MASSENET Le Mage
The magus of the title is Zarâstra, aka Zoroaster; but there’s little resemblance to the character portrayed by Handel and Rameau, and none at all to Mozart’s Sarastro. The setting is in and around Bakhdi (present-day Balkh, in northern Afghanistan). Zarâstra, a Persian general, has defeated the Turanians in battle. Their queen, Anahita, accepts and returns his love after initially rejecting it because of the enmity between their peoples; but the celebrations are interrupted by Amrou and his daughter Varedha, whose claim that Zarâstra is already betrothed is believed by all present, including Anahita. Banished, Zarâstra becomes a magus, worshipping Ahura Mazda, god of fire. Goaded by Varedha, he returns to Bakhdi to find the city destroyed by the resurgent Turanians. The Persian king, who was on the point of marrying the unwilling Anahita, is dead, as is the high priest Amrou. Varadha, mortally wounded, calls down fire from her goddess, Djahi; but Zarâstra prays to Ahura Mazda and the reunited lovers are saved.
Le mage was staged at the Paris Opéra in 1891. With a run of more than 30 performances between March and October, it was the kind of failure that any modern composer would welcome. But interest lapsed after a revival at The Hague in 1896, and this is the opera’s first recording. With the hero as a general and the heroine an enemy queen as two-thirds of a love triangle, the similarity to Aida is evident. And although the dramatic situation is different, the scene for Varedha and Amrou in Act 2 is very reminiscent of the duet for Aida and Amonasro. I would add that Zarâstra’s epiphany in Act 3 is a rip-off of ‘Arrêtez, ô mes frères’ in Samson et Dalila, were it not that Le mage was composed in 1889 and Saint-Saëns’s opera didn’t reach France till 1890 (but perhaps Massenet had studied the score?).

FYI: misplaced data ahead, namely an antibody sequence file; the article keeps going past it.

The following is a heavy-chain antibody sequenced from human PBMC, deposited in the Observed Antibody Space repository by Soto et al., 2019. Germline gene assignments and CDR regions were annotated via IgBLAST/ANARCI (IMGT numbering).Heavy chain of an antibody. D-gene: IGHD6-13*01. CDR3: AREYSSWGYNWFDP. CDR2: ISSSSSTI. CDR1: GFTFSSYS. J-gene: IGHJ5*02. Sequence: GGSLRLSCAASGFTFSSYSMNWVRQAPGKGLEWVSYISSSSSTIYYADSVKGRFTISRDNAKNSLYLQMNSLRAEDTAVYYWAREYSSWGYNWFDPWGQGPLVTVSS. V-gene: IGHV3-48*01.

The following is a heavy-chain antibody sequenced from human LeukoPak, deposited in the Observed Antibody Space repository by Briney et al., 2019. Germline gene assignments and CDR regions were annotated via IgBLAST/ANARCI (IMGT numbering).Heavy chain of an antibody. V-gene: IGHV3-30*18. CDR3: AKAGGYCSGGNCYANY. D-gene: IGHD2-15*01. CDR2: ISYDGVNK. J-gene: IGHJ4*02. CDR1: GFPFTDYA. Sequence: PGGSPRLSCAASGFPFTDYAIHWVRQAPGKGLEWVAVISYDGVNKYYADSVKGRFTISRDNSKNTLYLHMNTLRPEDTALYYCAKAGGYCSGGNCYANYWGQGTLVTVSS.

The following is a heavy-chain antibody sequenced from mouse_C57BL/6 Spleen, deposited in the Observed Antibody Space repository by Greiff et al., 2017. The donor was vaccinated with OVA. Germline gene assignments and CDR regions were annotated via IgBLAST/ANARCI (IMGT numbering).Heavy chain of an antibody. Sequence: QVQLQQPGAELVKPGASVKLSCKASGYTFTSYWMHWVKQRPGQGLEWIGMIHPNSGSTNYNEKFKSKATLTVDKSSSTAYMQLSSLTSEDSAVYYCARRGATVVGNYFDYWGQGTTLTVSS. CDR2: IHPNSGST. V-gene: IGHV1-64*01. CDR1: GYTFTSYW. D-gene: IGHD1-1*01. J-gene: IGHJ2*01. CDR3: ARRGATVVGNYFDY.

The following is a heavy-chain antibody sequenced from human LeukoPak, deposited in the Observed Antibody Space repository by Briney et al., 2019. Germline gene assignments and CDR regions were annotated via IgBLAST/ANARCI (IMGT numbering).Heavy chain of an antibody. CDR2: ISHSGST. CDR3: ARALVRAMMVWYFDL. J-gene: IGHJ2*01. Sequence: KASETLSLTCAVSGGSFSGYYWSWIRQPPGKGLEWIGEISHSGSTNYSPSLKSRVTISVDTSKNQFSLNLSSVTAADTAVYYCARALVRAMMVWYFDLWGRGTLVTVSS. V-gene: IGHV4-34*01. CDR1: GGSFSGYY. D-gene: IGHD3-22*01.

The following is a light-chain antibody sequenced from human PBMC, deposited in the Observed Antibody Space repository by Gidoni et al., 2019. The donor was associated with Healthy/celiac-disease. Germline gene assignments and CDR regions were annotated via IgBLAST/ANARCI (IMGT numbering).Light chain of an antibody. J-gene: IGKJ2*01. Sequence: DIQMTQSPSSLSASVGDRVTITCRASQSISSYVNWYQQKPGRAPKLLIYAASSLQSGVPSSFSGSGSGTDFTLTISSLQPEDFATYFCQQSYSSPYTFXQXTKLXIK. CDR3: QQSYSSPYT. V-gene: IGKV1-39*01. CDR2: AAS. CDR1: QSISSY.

That said, Le mage is well worth hearing. The orchestra plays excellently for Laurent Campellone, who whips up the passion where required but relishes the more sentimental passages too. Catherine Hunold, Kate Aldrich and Jean-François Lapointe give it their all; the disappointment is Luca Lombardo, with his uningratiating tone and wooden phrasing.
Thérèse (Monte Carlo, 1907) is another love triangle; but instead of Bactria, c2500BC, we are near Versailles, then in Paris, at the height of the Terror (Massenet quotes the Marseillaise at one point). Thérèse and her husband André shelter the aristocratic Armand from the revolutionaries. The two men are childhood friends but, unbeknown to André, his wife and Armand are former lovers. After much vacillation (and significant veering from ‘vous’ to ‘tu’ and back) Thérèse agrees to flee with Armand, but finally chooses to join André on the guillotine.
There are echoes of Manon (the chorus of soldiers) and Werther (Armand’s arrival). The scale is small, the plot thin, but the opera has its moments: one of them is the flowing ‘O Thérèse, regarde’, sensitively phrased by Etienne Dupuis. Nora Gubisch and Charles Castronovo are splendid and the Montpellier forces under Alain Altinoglu are a match for their colleagues in Saint-Etienne. The discs come in the pockets of handsome hardbacks containing articles and librettos in French and English.